The proposed site consists of six caves, three in the Ach Valley and three in the Lone Valley, the distance between the two clusters is about 40 kilometres. The valleys are in low mountain range, about 500 metres above sea level. The caves are easily accessible, all close to a main road. To grasp the importance of the caves, it is useful to see also some of the figurines. Unfortunately, there is no central museum or visitor centre showing all of the excavated objects, they are spread over five different locations.
Some information on the individual caves and museums:
Three caves within a distance of four kilometres, about 30 kilometres northeast of Ulm
Vogelherd cave: a small U-shaped cave with two entrances and a length of 40 metres, most of the animal figures were found there. The cave is only accessible via the Archaeopark Vogelherd (8 Euro entrance fee, www.archaeopark-vogelherd.de), the visitor centre shows two finds, a mammoth and a cave lion. The visitor centre nicely fits in the landscape, the Archaeopark presents several aspects of the life in the Ice Age, but these attractions are more interesting for children.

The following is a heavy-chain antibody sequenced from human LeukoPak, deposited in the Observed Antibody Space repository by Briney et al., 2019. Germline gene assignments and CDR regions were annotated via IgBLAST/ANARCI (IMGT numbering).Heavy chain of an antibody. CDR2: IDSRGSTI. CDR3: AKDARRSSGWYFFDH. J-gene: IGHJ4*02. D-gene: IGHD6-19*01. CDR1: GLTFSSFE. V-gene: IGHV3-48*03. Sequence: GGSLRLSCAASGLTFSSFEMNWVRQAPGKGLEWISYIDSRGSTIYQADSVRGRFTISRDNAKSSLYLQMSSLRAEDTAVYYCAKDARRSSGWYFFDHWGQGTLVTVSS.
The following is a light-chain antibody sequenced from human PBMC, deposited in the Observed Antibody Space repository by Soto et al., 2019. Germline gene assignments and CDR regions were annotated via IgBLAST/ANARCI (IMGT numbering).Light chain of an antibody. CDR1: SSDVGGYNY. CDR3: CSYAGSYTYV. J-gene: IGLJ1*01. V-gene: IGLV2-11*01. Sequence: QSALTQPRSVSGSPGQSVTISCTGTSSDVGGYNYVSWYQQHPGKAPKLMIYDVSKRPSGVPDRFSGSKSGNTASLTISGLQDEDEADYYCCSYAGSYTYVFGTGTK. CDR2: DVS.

Hohlenstein-Stadel cave: a 50 metre long, narrow cave; place where the Lion Man was found; the entrance is closed with a lattice gate to protect the bats; one kilometre walk from the hamlet Lindenau.
Bockstein cave: a small cave, only about 20 metres, freely accessible; the oldest proven settlement in the area, no art objects were found, but tools, ornaments and other artefacts, the oldest finds are about 70,000 years; the car park is between the towns of Bissingen and Öllingen, a short walk to the edge of the wood, then a steep climb, the cave is about 20 metres above the bottom of the valley.
Three caves within a distance of five kilometres along the federal highway (Bundesstraße) 492 between Blaubeuren and Schelklingen, about 20 kilometres west of Ulm